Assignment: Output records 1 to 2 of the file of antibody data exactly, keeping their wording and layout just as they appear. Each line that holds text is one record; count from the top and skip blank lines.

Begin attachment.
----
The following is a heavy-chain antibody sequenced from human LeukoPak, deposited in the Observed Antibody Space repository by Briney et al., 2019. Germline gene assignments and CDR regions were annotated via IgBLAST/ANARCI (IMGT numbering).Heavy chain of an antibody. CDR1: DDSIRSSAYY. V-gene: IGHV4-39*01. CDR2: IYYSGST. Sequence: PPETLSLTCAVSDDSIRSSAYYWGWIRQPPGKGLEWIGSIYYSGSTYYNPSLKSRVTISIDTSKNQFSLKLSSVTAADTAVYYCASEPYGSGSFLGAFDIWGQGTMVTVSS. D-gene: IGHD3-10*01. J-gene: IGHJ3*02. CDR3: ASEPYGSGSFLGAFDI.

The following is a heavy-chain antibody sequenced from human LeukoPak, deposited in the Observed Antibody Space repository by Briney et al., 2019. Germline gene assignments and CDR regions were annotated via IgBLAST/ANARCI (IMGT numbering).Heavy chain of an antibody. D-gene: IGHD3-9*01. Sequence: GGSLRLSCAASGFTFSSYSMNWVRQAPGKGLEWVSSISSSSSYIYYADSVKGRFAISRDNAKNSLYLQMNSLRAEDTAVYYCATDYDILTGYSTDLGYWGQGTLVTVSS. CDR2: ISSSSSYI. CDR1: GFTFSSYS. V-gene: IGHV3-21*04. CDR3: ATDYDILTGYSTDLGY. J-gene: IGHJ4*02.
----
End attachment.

The following is a heavy-chain antibody sequenced from human LeukoPak, deposited in the Observed Antibody Space repository by Briney et al., 2019. Germline gene assignments and CDR regions were annotated via IgBLAST/ANARCI (IMGT numbering).Heavy chain of an antibody. CDR1: DDSIRSSAYY. V-gene: IGHV4-39*01. CDR2: IYYSGST. Sequence: PPETLSLTCAVSDDSIRSSAYYWGWIRQPPGKGLEWIGSIYYSGSTYYNPSLKSRVTISIDTSKNQFSLKLSSVTAADTAVYYCASEPYGSGSFLGAFDIWGQGTMVTVSS. D-gene: IGHD3-10*01. J-gene: IGHJ3*02. CDR3: ASEPYGSGSFLGAFDI.

The following is a heavy-chain antibody sequenced from human LeukoPak, deposited in the Observed Antibody Space repository by Briney et al., 2019. Germline gene assignments and CDR regions were annotated via IgBLAST/ANARCI (IMGT numbering).Heavy chain of an antibody. D-gene: IGHD3-9*01. Sequence: GGSLRLSCAASGFTFSSYSMNWVRQAPGKGLEWVSSISSSSSYIYYADSVKGRFAISRDNAKNSLYLQMNSLRAEDTAVYYCATDYDILTGYSTDLGYWGQGTLVTVSS. CDR2: ISSSSSYI. CDR1: GFTFSSYS. V-gene: IGHV3-21*04. CDR3: ATDYDILTGYSTDLGY. J-gene: IGHJ4*02.